A REL Northwest study of developmental education (remedial, noncredit bearing courses) and college readiness of first-time students at the University of Alaska found that high school grade point average (GPA) was more predictive of students’ success in college English and math courses than SAT, ACT, or ACCUPLACER scores. The study also sheds light on which student groups at the University of Alaska have the highest developmental education placement rates and may benefit from college readiness resources and programs at the high school or college level.
“Developmental education rates help us understand the proportion of students considered underprepared for college coursework,” said Michelle Hodara, lead author of the study. “However, considering developmental education slows student progression toward a degree, we must continue to look closely at the methods used to place students in these courses as some may not actually need to take remedial coursework.”
The study examined first-time students who enrolled in the University of Alaska system from fall 2008 to spring 2012. Across all three universities, developmental education placement rates were higher in math than in English, with more than half of students placing into developmental math and nearly one third in developmental English. Among students pursuing a bachelor’s degree, developmental education placement rates in English were highest for Alaska Native students from rural areas. Black students from urban areas had the highest developmental education placement rates in math. Less than half of fall 2008 University of Alaska students pursuing bachelor’s degrees who were placed and enrolled in developmental education eventually passed a college math or English course within four years. Among students who were placed in developmental education but instead chose to take credit-bearing English and math courses, 60 percent passed those courses.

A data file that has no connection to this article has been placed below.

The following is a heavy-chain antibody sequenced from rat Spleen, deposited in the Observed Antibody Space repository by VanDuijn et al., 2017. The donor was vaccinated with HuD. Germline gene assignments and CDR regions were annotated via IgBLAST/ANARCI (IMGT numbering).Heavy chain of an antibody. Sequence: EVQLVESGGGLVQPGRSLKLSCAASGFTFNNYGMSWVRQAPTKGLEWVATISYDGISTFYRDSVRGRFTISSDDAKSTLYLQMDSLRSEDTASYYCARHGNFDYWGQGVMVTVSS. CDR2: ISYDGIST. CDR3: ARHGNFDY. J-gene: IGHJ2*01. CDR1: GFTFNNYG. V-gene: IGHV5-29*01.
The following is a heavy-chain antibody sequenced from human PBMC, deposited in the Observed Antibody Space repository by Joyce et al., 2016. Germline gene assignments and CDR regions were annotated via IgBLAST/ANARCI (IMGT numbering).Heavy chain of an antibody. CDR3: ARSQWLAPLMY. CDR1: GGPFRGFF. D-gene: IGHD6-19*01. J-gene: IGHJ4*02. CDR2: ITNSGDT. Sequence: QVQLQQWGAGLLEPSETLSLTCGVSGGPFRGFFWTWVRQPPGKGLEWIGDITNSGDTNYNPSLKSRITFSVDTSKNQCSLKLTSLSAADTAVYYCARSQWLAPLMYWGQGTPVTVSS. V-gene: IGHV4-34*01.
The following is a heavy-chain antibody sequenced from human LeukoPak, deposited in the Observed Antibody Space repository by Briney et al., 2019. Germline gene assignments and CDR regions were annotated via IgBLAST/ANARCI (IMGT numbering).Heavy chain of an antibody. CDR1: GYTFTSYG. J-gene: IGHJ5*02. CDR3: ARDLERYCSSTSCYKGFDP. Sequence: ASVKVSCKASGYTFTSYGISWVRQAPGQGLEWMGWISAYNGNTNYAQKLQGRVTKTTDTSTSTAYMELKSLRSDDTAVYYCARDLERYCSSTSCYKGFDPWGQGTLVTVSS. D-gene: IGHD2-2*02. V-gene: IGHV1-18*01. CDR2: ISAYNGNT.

“Students who avoid their developmental education referral and enroll and succeed in college coursework represent a group of students who may have been misplaced in developmental education,” said Hodara. “Evidence from other states finds that traditional assessment and placement methods lead to the placement of some students in developmental education who could have succeeded in college coursework.”
REL Northwest also found high school GPA consistently had the most positive and significant relationship with students’ college course success. Specifically, a “one-unit” increase in high school GPA (i.e. an increase from a 2.0 to 3.0) increases a student’s likelihood of earning a C or higher by 25–29 percentage points in college English and 27–33 percentage points in college math. Colleges and university systems working to improve college completion rates are reexamining their placement policies and looking at including high school grades or GPA’s as a predictor of college readiness in addition to placement test scores. Research says that maintaining a high school GPA of 3.0 or higher is predictive of on-time postsecondary completion.
“High school GPA may be a useful additional tool to help make more holistic course placement decisions because it contains unique and valid information about students’ likelihood of doing well in college courses that is not captured by standardized test scores alone, such as motivation and academic tenacity,” explained Hodara.
Findings from the study have several implications for stakeholders seeking to support college readiness, more accurately place students in appropriate courses, broaden access to college coursework, and improve the college success of all students. This study adds to the growing body of research that indicates high school GPA should be considered as part of the placement process.
The full report is available as a PDF on the Institute of Education Sciences' website.